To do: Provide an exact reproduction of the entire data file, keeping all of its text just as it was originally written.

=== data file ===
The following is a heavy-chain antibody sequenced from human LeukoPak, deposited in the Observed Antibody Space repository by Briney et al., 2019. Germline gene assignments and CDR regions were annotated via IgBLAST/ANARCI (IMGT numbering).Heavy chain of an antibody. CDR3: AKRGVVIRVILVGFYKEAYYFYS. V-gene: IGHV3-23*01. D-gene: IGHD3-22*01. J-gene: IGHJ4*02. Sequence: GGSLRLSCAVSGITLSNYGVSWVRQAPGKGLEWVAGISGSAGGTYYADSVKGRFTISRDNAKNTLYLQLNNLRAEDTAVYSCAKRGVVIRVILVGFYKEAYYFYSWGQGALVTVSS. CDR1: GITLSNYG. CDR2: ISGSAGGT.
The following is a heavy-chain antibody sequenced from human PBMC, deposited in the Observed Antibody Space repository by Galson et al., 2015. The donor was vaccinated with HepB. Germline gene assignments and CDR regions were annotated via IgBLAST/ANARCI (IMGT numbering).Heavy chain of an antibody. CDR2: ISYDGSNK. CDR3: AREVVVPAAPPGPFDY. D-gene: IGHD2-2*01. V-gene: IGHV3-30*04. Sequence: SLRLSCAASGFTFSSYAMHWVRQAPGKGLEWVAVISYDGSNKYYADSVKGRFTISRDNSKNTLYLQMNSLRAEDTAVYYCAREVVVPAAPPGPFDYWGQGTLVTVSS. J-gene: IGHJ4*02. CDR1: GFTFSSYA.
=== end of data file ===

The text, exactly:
The following is a heavy-chain antibody sequenced from human LeukoPak, deposited in the Observed Antibody Space repository by Briney et al., 2019. Germline gene assignments and CDR regions were annotated via IgBLAST/ANARCI (IMGT numbering).Heavy chain of an antibody. CDR3: AKRGVVIRVILVGFYKEAYYFYS. V-gene: IGHV3-23*01. D-gene: IGHD3-22*01. J-gene: IGHJ4*02. Sequence: GGSLRLSCAVSGITLSNYGVSWVRQAPGKGLEWVAGISGSAGGTYYADSVKGRFTISRDNAKNTLYLQLNNLRAEDTAVYSCAKRGVVIRVILVGFYKEAYYFYSWGQGALVTVSS. CDR1: GITLSNYG. CDR2: ISGSAGGT.
The following is a heavy-chain antibody sequenced from human PBMC, deposited in the Observed Antibody Space repository by Galson et al., 2015. The donor was vaccinated with HepB. Germline gene assignments and CDR regions were annotated via IgBLAST/ANARCI (IMGT numbering).Heavy chain of an antibody. CDR2: ISYDGSNK. CDR3: AREVVVPAAPPGPFDY. D-gene: IGHD2-2*01. V-gene: IGHV3-30*04. Sequence: SLRLSCAASGFTFSSYAMHWVRQAPGKGLEWVAVISYDGSNKYYADSVKGRFTISRDNSKNTLYLQMNSLRAEDTAVYYCAREVVVPAAPPGPFDYWGQGTLVTVSS. J-gene: IGHJ4*02. CDR1: GFTFSSYA.